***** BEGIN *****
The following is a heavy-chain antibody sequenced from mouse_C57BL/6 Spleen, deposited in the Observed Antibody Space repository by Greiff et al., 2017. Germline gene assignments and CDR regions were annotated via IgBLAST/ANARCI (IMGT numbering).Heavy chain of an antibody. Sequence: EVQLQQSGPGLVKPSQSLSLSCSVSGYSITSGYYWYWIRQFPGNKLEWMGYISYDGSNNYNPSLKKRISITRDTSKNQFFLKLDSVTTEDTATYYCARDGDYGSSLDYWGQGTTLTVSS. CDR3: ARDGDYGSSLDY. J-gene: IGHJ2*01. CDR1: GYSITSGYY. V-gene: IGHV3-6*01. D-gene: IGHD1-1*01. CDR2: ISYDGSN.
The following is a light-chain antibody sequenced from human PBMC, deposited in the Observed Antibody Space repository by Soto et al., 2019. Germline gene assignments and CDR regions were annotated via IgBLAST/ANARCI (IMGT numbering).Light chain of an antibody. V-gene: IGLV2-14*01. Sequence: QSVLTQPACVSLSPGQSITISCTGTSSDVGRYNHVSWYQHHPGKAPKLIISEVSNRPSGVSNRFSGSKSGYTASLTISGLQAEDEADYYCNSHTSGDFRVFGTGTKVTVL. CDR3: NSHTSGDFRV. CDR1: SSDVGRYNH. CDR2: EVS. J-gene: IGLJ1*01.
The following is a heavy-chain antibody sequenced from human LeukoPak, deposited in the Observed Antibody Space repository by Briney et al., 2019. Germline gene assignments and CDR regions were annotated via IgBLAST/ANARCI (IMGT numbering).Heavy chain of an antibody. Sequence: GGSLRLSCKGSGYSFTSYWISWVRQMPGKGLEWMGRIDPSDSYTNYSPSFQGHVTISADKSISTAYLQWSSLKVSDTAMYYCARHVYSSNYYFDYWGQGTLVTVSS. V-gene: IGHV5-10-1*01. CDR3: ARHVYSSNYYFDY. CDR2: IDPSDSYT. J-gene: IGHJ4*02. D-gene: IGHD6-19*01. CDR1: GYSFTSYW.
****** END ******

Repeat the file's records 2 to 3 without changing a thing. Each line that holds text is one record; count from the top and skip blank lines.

The following is a light-chain antibody sequenced from human PBMC, deposited in the Observed Antibody Space repository by Soto et al., 2019. Germline gene assignments and CDR regions were annotated via IgBLAST/ANARCI (IMGT numbering).Light chain of an antibody. V-gene: IGLV2-14*01. Sequence: QSVLTQPACVSLSPGQSITISCTGTSSDVGRYNHVSWYQHHPGKAPKLIISEVSNRPSGVSNRFSGSKSGYTASLTISGLQAEDEADYYCNSHTSGDFRVFGTGTKVTVL. CDR3: NSHTSGDFRV. CDR1: SSDVGRYNH. CDR2: EVS. J-gene: IGLJ1*01.
The following is a heavy-chain antibody sequenced from human LeukoPak, deposited in the Observed Antibody Space repository by Briney et al., 2019. Germline gene assignments and CDR regions were annotated via IgBLAST/ANARCI (IMGT numbering).Heavy chain of an antibody. Sequence: GGSLRLSCKGSGYSFTSYWISWVRQMPGKGLEWMGRIDPSDSYTNYSPSFQGHVTISADKSISTAYLQWSSLKVSDTAMYYCARHVYSSNYYFDYWGQGTLVTVSS. V-gene: IGHV5-10-1*01. CDR3: ARHVYSSNYYFDY. CDR2: IDPSDSYT. J-gene: IGHJ4*02. D-gene: IGHD6-19*01. CDR1: GYSFTSYW.